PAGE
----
## Main Question or Discussion Point

I been trying to solve some nested radicals. I've been able to do:
$$$\sqrt{1+\sqrt{1+\sqrt{1+\sqrt{1+\cdots}}}}$$$

Which is pretty cool since it equals to the "Golden Ratio" or $$$\frac{\sqrt{5}+1}{2}$$$

But I can't seem to do the following:
$$$\sqrt{1+\sqrt{2+\sqrt{3+\sqrt{4+\cdots}}}}$$$

Using a calculator, it seems that this converges to $$\sqrt{3}$$. Could anyone show me how? Thanks

Office_Shredder
Staff Emeritus
Gold Member
If $$$\sqrt{1+\sqrt{2+\sqrt{3+\sqrt{4+\cdots}}}}$ [tex] converged to [tex]\sqrt{3}$$
(I'm going to play a bit fast and loose with limits here)
Then by squaring the nested radical you would have

$$1+\sqrt{2+...} = 3$$

So
$$\sqrt{2+....} = 2$$

Then squaring both sides and subtracting again we get

$$\sqrt{3+...} = 2$$

Repeat this to get

$$\sqrt{4+....} = 1$$

Repeating one more time gives

$$\sqrt{5+...} = -3$$

But that last equation looks unlikely

I been trying to solve some nested radicals. I've been able to do:
$$$\sqrt{1+\sqrt{1+\sqrt{1+\sqrt{1+\cdots}}}}$$$

Which is pretty cool since it equals to the "Golden Ratio" or $$$\frac{\sqrt{5}+1}{2}$$$

But I can't seem to do the following:
$$$\sqrt{1+\sqrt{2+\sqrt{3+\sqrt{4+\cdots}}}}$$$

Using a calculator, it seems that this converges to $$\sqrt{3}$$. Could anyone show me how? Thanks
I'm not sure exactly how you solve it, but with these kinds of problems, I start out getting rid of silly infinities.

$$f(x) = \sqrt{x + f(x+1)}$$

Then, square both sides, and we've removed the radicals:

$$f(x)^2 = x + f(x+1)$$

Rewrite it as a root-looking problem.

$$f(x)^2 - f(x+1) - x = 0$$

And then, I don't know. Note that in the equation, f is *not* a specified function -- it's an unknown. It's something akin to differential equations, since we know various properties about the function (in this case, we know a recursive property of it), but we don't know *which* function it is yet. There might be a unique solution. There might be multiple solutions. There may not be a solution (if f diverges).

But you don't necessarily need to know the actual function, f. It suffices to find the value of f(1).

Anyway, good luck!

Oh... also. How did you manage to plug it into your calculator? If you plugged in a finite expansion of the expression, you would have had to to make a guess for what f(k) would be for some integer k. If you assumed it to be 0, then that sequence may converge where the infinite one may not.

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Office_Shredder
Staff Emeritus
Gold Member
If x is a natural number you get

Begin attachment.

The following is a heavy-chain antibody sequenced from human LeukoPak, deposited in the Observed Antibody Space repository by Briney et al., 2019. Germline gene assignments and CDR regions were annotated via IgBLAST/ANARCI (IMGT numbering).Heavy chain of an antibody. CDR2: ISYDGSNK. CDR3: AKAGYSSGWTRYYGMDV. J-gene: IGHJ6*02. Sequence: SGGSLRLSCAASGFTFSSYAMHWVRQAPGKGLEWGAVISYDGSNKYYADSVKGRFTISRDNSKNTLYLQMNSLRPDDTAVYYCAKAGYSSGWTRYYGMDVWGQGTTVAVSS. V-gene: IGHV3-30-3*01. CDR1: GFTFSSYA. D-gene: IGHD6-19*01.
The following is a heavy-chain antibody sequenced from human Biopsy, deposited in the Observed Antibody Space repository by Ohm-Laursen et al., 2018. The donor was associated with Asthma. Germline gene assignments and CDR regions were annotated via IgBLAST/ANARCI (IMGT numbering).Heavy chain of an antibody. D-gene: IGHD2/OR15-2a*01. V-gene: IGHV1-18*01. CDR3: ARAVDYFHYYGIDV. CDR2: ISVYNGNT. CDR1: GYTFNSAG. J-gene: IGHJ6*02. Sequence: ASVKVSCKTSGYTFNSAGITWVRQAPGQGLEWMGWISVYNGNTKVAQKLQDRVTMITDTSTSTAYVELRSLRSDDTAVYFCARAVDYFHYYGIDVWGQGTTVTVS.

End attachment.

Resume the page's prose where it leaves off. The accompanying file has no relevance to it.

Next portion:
$$f(x)^2 - x = f(x+1)$$ which is a recurrence relationship. So if I remembered anything about how to solve those, maybe you can find what shape f(x) is. But we don't even need that, since taking the limit of both sides as x goes to infinity does the trick. If the limit exists, call it F. Then

$$f(x+1) \rightarrow F if x \rightarrow \infty$$

So the RHS of the equation is F. Then the left hand side's limit doesn't exist, since if lim(a+b) exists and lim(a) exists, lim(b) must exist too. (in this case a is f(x)2 and b is -x) Hence the function can't converge to a limit as x goes to infinity

Ah, I get it now. I ignored the remainder term when I put the expansion into the calculator. Thanks!

Hurkyl
Staff Emeritus
Gold Member
The sequence
$$\sqrt{1+\sqrt{2+\sqrt{3+\sqrt{4+\cdots}}}}$$
definitely converges. Define the double sequence

$$f(a, b) = \begin{cases} \sqrt{a + f(a+1, b-1)} & b > 0 \0 & b = 0 \end{cases}$$

Then $f(1, n)$ yields the sequence presumably intended by the nested radicals. The value of the infinite nesting is then
$$\lim_{n \rightarrow +\infty} f(1, n)$$

For $a \geq 1$ and $b \geq 1$, we have the overestimate:
$$f(a, b) \leq a + 1$$
which can be proven by induction on b:

$$f(a, 1) = \sqrt{a} \leq a + 1$$
$$f(a, b) = \sqrt{ a + f(a+1, b-1) } \leq \sqrt{a + a + 1 + 1} = \sqrt{2(a+1)} \leq a + 1$$

$f(1, b)$ is clearly an increasing function of b, and is bounded above by 2, and so must be a convergent sequence.

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Forgive my untrained brain, but I don't get the proof fully. So you used a new variable (b) in order to propagate the sequence to infinity, but I don't get how you can say that $$\sqrt{2(a+1)} \leq a + 1$$ when before it was said only that $$\sqrt{a} \leq a + 1$$. Then shouldn't the statement be more like: $$\sqrt{2(a+1)} \leq 2a + 3$$?

$$\sqrt{2(a+1)} \leq a + 1$$ was not based on $$\sqrt{a} \leq a + 1$$, but meant to be proved on its own ("left to the reader") :)

It is easier to see if you write it as $$\sqrt 2 \sqrt{a+1} \leq a + 1$$; this is an equality for a = 1, and as a increases, $$\sqrt 2$$ is smaller than $$\sqrt{a+1}$$, so their product is smaller than $$\sqrt{a+1} \sqrt{a+1} = a + 1$$.

Thanks, now I get it.

But is there a way to find out where the sequence converges? We do know that $$\sqrt{3} < \lim_{n\rightarrow\infty} f(1,n) < 2$$. Where:

$$f(a, b) = \begin{cases} \sqrt{a + f(a+1, b-1)} & b > 0 \0 & b = 0 \end{cases}$$